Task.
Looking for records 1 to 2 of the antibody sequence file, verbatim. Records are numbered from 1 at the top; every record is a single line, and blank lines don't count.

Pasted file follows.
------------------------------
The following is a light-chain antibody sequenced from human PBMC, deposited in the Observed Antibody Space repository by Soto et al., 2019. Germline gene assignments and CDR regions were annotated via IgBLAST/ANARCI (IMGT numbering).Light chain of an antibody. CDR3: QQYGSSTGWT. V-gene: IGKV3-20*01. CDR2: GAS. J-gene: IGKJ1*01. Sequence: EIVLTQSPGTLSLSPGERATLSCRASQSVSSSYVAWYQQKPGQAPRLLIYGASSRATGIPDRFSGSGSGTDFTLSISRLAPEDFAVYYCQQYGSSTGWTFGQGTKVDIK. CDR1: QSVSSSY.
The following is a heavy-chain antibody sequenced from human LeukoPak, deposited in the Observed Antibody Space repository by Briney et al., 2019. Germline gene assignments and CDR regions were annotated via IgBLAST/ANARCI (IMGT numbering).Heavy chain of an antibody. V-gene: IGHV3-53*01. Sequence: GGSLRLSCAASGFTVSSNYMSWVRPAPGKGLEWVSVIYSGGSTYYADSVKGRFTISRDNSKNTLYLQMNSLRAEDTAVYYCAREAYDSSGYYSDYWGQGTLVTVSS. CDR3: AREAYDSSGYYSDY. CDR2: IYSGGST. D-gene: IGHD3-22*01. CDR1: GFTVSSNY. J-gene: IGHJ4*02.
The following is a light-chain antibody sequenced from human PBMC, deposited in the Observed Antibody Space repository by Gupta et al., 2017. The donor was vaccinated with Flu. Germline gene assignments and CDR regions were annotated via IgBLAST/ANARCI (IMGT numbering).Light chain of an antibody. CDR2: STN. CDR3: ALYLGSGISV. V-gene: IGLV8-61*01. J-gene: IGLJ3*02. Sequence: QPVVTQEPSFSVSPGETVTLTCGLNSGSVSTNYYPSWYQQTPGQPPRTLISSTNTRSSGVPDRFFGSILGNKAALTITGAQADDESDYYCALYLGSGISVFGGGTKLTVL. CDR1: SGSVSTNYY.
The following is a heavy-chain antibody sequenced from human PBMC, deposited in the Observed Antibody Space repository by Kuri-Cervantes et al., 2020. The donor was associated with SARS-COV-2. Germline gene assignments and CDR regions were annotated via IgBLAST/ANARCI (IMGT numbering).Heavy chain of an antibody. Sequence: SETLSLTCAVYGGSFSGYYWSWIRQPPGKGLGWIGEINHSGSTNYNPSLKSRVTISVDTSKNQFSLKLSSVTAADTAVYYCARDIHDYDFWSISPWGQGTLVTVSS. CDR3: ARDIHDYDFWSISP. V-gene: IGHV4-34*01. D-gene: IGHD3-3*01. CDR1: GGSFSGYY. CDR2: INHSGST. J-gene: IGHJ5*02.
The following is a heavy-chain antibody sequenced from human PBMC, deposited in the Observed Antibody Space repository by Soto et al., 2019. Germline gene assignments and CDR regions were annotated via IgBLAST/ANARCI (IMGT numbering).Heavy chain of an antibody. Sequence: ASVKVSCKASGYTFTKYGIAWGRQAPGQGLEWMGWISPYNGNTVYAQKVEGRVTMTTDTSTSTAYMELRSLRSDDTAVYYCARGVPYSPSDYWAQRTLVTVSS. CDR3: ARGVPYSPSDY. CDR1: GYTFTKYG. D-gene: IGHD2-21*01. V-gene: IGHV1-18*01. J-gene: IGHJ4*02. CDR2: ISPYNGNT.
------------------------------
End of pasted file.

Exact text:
The following is a light-chain antibody sequenced from human PBMC, deposited in the Observed Antibody Space repository by Soto et al., 2019. Germline gene assignments and CDR regions were annotated via IgBLAST/ANARCI (IMGT numbering).Light chain of an antibody. CDR3: QQYGSSTGWT. V-gene: IGKV3-20*01. CDR2: GAS. J-gene: IGKJ1*01. Sequence: EIVLTQSPGTLSLSPGERATLSCRASQSVSSSYVAWYQQKPGQAPRLLIYGASSRATGIPDRFSGSGSGTDFTLSISRLAPEDFAVYYCQQYGSSTGWTFGQGTKVDIK. CDR1: QSVSSSY.
The following is a heavy-chain antibody sequenced from human LeukoPak, deposited in the Observed Antibody Space repository by Briney et al., 2019. Germline gene assignments and CDR regions were annotated via IgBLAST/ANARCI (IMGT numbering).Heavy chain of an antibody. V-gene: IGHV3-53*01. Sequence: GGSLRLSCAASGFTVSSNYMSWVRPAPGKGLEWVSVIYSGGSTYYADSVKGRFTISRDNSKNTLYLQMNSLRAEDTAVYYCAREAYDSSGYYSDYWGQGTLVTVSS. CDR3: AREAYDSSGYYSDY. CDR2: IYSGGST. D-gene: IGHD3-22*01. CDR1: GFTVSSNY. J-gene: IGHJ4*02.